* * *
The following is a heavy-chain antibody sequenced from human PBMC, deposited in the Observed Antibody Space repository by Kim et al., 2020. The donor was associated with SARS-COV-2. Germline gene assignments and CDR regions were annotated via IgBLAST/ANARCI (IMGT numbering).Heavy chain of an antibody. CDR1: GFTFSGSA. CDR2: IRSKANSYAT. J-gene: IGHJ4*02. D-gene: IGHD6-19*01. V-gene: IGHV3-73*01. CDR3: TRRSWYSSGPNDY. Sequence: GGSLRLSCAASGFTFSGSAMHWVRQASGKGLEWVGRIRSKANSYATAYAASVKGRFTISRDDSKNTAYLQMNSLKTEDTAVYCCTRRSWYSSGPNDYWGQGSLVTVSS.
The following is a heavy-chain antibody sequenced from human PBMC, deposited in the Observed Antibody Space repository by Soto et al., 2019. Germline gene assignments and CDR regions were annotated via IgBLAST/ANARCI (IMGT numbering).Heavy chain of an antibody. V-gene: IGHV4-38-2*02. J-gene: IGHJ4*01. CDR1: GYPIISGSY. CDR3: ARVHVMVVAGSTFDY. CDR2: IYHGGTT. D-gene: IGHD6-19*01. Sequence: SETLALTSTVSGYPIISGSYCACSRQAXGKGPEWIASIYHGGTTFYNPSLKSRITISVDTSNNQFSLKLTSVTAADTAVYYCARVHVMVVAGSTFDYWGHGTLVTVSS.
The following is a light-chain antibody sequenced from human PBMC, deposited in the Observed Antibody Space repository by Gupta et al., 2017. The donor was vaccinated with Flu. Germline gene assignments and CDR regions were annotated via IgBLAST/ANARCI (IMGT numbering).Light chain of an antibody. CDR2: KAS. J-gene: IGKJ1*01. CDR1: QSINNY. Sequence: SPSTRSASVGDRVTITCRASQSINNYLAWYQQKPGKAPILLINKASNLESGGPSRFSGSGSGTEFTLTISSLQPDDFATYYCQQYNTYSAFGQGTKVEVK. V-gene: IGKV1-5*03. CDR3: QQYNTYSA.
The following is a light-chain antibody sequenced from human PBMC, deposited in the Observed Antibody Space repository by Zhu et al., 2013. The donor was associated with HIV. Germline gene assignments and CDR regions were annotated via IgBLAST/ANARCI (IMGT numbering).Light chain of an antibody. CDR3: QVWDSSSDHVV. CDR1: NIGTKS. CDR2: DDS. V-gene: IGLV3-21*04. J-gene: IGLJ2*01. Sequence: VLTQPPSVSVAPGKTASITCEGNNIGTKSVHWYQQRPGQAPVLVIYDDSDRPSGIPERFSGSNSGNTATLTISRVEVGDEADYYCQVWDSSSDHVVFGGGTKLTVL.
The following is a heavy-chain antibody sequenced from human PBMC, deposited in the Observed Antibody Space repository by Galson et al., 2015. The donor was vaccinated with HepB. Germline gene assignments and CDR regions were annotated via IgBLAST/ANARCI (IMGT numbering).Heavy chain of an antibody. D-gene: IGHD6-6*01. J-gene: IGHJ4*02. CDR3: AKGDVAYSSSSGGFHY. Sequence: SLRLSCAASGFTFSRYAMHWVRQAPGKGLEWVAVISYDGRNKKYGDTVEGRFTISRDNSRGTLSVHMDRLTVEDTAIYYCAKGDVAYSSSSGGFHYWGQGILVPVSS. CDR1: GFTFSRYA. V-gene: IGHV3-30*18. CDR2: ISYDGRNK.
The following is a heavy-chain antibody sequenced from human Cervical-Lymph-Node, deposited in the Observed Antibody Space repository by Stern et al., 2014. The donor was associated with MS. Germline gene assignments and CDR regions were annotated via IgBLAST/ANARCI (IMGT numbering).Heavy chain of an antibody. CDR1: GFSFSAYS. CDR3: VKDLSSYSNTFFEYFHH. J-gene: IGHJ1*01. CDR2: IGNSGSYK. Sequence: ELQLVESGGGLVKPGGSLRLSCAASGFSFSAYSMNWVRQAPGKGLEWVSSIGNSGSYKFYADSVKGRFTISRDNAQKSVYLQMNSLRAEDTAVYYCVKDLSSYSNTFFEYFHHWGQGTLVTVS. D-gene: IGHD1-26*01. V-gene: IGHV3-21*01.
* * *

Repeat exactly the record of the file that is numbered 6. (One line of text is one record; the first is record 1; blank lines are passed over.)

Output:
The following is a heavy-chain antibody sequenced from human Cervical-Lymph-Node, deposited in the Observed Antibody Space repository by Stern et al., 2014. The donor was associated with MS. Germline gene assignments and CDR regions were annotated via IgBLAST/ANARCI (IMGT numbering).Heavy chain of an antibody. CDR1: GFSFSAYS. CDR3: VKDLSSYSNTFFEYFHH. J-gene: IGHJ1*01. CDR2: IGNSGSYK. Sequence: ELQLVESGGGLVKPGGSLRLSCAASGFSFSAYSMNWVRQAPGKGLEWVSSIGNSGSYKFYADSVKGRFTISRDNAQKSVYLQMNSLRAEDTAVYYCVKDLSSYSNTFFEYFHHWGQGTLVTVS. D-gene: IGHD1-26*01. V-gene: IGHV3-21*01.